• Cynthia Churchwell – Manager of Public Services, Curriculum & Learning Services, Baker Library; cchurchwell@hbs.edu; 617-495-6533
  • Vai Schierholtz – Director, Marketing, MBA Admissions; vschierholtz@hbs.edu; 617-495-3525

Community Values and Compliance

Every student is responsible for upholding our Community Values and consistently acting in accordance with them. The School is committed to addressing violations of these values and conduct that contravenes them through processes that emphasize fairness, accountability, and privacy. We also seek opportunities for these situations to foster personal growth and development.

Although some matters are dealt with by the MBA Program administration, others may require review by the Conduct Review Board (CRB). The CRB is currently chaired by Professor Sandra Sucher and includes two additional faculty members, three students, and one senior staff member. The Associate Director of Community Standards acts as a liaison with students and supports the CRB’s work by presenting complaints, conducting investigations, and keeping records of the process.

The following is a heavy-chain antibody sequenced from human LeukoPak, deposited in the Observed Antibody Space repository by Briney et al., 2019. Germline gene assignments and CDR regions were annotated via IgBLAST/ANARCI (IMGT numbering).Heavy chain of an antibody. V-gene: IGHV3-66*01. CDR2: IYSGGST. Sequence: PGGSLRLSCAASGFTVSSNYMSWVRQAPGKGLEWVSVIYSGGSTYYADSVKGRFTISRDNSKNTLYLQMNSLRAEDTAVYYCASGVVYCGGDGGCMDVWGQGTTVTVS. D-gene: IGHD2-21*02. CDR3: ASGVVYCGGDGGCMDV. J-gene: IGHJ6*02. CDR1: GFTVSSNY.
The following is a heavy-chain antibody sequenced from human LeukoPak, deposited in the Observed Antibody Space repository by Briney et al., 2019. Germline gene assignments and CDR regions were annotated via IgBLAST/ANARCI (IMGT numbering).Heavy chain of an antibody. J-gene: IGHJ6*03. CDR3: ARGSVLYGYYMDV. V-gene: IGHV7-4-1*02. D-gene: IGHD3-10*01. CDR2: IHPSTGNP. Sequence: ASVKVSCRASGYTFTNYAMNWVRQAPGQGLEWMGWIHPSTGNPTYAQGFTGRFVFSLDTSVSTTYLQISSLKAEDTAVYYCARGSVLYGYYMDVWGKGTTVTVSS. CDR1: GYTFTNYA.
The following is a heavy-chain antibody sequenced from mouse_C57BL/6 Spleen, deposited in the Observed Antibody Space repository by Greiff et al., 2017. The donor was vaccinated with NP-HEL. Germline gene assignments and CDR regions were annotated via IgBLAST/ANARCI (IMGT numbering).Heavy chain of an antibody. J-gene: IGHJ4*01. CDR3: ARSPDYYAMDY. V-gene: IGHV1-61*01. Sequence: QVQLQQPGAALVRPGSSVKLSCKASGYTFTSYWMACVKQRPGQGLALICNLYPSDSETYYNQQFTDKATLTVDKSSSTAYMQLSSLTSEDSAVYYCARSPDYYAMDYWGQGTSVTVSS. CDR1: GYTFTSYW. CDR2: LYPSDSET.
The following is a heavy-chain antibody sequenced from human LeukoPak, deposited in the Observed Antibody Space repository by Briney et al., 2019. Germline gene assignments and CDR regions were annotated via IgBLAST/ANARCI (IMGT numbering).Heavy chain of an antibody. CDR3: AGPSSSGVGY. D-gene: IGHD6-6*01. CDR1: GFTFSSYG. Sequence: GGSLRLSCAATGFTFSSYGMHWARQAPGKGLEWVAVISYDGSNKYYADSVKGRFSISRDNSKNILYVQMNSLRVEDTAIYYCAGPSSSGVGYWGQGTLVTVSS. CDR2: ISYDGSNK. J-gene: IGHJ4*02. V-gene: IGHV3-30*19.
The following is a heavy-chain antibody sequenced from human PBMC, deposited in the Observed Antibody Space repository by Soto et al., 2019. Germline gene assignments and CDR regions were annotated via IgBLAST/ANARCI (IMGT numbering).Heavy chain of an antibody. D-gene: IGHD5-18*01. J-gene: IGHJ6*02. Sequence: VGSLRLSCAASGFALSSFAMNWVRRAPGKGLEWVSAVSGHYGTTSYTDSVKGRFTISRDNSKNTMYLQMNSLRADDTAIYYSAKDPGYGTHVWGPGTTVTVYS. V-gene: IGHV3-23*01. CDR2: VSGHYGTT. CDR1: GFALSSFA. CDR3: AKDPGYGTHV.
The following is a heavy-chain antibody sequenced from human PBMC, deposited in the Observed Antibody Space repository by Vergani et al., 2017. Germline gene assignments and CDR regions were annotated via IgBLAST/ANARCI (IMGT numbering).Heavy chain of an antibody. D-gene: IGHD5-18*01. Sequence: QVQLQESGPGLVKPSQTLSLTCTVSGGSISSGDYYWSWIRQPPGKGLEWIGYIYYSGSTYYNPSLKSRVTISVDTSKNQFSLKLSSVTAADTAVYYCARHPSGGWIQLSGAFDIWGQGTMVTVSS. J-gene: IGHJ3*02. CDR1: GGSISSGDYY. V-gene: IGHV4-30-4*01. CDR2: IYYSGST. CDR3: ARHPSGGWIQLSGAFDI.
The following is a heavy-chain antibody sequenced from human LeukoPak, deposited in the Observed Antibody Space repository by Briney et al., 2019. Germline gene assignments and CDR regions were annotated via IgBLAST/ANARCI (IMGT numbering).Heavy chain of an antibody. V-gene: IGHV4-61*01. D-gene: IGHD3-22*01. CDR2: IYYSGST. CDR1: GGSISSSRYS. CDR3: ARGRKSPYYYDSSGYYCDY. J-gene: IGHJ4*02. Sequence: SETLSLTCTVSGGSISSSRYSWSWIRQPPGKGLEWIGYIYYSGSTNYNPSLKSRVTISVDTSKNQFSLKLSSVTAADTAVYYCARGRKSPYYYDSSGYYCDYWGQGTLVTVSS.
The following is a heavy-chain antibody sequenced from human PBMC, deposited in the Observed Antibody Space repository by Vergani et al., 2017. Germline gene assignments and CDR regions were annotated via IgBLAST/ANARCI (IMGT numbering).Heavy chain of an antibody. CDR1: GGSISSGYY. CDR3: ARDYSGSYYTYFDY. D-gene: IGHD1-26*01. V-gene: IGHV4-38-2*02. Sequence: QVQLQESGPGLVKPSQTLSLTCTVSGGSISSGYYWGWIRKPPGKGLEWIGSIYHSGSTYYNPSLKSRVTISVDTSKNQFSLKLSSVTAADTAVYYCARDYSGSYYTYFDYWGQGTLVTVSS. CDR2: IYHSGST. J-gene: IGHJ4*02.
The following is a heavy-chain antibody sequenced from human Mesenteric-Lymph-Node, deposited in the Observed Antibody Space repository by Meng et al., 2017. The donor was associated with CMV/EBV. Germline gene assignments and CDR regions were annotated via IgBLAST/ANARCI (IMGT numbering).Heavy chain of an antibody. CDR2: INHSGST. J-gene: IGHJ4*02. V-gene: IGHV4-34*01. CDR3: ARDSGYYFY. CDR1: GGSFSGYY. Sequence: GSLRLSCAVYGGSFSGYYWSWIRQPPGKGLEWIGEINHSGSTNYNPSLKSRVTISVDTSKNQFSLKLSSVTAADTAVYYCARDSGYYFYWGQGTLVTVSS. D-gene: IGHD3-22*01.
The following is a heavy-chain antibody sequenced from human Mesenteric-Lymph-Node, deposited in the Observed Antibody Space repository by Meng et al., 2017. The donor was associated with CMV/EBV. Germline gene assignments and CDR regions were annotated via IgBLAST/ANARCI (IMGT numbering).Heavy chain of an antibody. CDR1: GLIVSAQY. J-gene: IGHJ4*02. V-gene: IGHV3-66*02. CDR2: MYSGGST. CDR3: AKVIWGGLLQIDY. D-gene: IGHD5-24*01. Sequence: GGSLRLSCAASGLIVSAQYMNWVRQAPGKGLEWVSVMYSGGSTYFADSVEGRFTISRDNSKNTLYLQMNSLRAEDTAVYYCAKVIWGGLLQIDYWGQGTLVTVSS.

While the details of individual cases brought before the Conduct Review Board are kept strictly confidential, in the spirit of transparency, we are providing below a summary of compliance and related disciplinary actions over the past five years (presented as a percent or as an average number of cases for the five-year period):

Community Values Cases (2018 - 2023)*
% of Issues by Cohort
RC 35%
EC 65%
Reviewing Organization
MBA Administrative Resolution 14.2
Conduct Review Board Resolution 3.4
Warning 12.2
Probation 4.2
Suspension 1
Expulsion 0
Degree Revocation 1
Violation Type
Honor Code Violation 7.2
Conduct/Community Values 8.6
Substance Use 1.8

*Community Values incidents related to COVID-19 have been excluded.